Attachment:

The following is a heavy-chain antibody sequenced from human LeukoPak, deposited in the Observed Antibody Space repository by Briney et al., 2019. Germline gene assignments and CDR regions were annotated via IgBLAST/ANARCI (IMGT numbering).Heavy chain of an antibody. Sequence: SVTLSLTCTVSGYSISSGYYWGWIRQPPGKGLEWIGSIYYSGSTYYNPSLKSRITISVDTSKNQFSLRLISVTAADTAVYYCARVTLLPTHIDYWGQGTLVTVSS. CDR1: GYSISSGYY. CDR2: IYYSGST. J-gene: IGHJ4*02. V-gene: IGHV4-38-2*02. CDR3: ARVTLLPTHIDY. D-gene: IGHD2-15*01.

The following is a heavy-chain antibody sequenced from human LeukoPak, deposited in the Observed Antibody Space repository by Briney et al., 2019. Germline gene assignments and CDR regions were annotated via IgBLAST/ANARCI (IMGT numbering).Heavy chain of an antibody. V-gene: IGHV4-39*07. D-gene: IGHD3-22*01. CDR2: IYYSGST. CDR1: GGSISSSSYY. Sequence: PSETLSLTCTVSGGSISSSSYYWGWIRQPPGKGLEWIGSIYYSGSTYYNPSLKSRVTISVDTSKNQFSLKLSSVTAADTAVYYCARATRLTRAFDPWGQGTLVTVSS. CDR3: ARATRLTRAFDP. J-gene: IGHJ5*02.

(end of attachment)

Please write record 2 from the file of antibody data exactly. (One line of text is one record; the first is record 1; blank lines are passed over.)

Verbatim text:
The following is a heavy-chain antibody sequenced from human LeukoPak, deposited in the Observed Antibody Space repository by Briney et al., 2019. Germline gene assignments and CDR regions were annotated via IgBLAST/ANARCI (IMGT numbering).Heavy chain of an antibody. V-gene: IGHV4-39*07. D-gene: IGHD3-22*01. CDR2: IYYSGST. CDR1: GGSISSSSYY. Sequence: PSETLSLTCTVSGGSISSSSYYWGWIRQPPGKGLEWIGSIYYSGSTYYNPSLKSRVTISVDTSKNQFSLKLSSVTAADTAVYYCARATRLTRAFDPWGQGTLVTVSS. CDR3: ARATRLTRAFDP. J-gene: IGHJ5*02.